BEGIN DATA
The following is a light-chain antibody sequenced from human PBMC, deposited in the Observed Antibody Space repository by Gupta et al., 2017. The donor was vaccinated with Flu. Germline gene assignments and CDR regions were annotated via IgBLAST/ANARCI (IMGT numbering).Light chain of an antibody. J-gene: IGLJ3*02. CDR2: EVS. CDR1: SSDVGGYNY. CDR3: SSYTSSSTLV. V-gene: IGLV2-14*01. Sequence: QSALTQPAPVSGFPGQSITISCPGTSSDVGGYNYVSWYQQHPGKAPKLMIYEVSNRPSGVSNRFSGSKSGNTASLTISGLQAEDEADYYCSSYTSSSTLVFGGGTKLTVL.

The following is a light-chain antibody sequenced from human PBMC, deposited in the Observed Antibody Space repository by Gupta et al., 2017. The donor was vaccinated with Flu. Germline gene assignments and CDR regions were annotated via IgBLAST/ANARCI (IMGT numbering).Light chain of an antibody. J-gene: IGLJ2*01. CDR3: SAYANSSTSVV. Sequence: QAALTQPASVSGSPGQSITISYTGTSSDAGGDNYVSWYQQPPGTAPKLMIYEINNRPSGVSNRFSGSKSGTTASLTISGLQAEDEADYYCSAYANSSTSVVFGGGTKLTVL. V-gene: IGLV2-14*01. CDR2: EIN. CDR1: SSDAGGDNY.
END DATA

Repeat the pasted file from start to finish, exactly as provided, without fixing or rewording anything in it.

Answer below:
The following is a light-chain antibody sequenced from human PBMC, deposited in the Observed Antibody Space repository by Gupta et al., 2017. The donor was vaccinated with Flu. Germline gene assignments and CDR regions were annotated via IgBLAST/ANARCI (IMGT numbering).Light chain of an antibody. J-gene: IGLJ3*02. CDR2: EVS. CDR1: SSDVGGYNY. CDR3: SSYTSSSTLV. V-gene: IGLV2-14*01. Sequence: QSALTQPAPVSGFPGQSITISCPGTSSDVGGYNYVSWYQQHPGKAPKLMIYEVSNRPSGVSNRFSGSKSGNTASLTISGLQAEDEADYYCSSYTSSSTLVFGGGTKLTVL.

The following is a light-chain antibody sequenced from human PBMC, deposited in the Observed Antibody Space repository by Gupta et al., 2017. The donor was vaccinated with Flu. Germline gene assignments and CDR regions were annotated via IgBLAST/ANARCI (IMGT numbering).Light chain of an antibody. J-gene: IGLJ2*01. CDR3: SAYANSSTSVV. Sequence: QAALTQPASVSGSPGQSITISYTGTSSDAGGDNYVSWYQQPPGTAPKLMIYEINNRPSGVSNRFSGSKSGTTASLTISGLQAEDEADYYCSAYANSSTSVVFGGGTKLTVL. V-gene: IGLV2-14*01. CDR2: EIN. CDR1: SSDAGGDNY.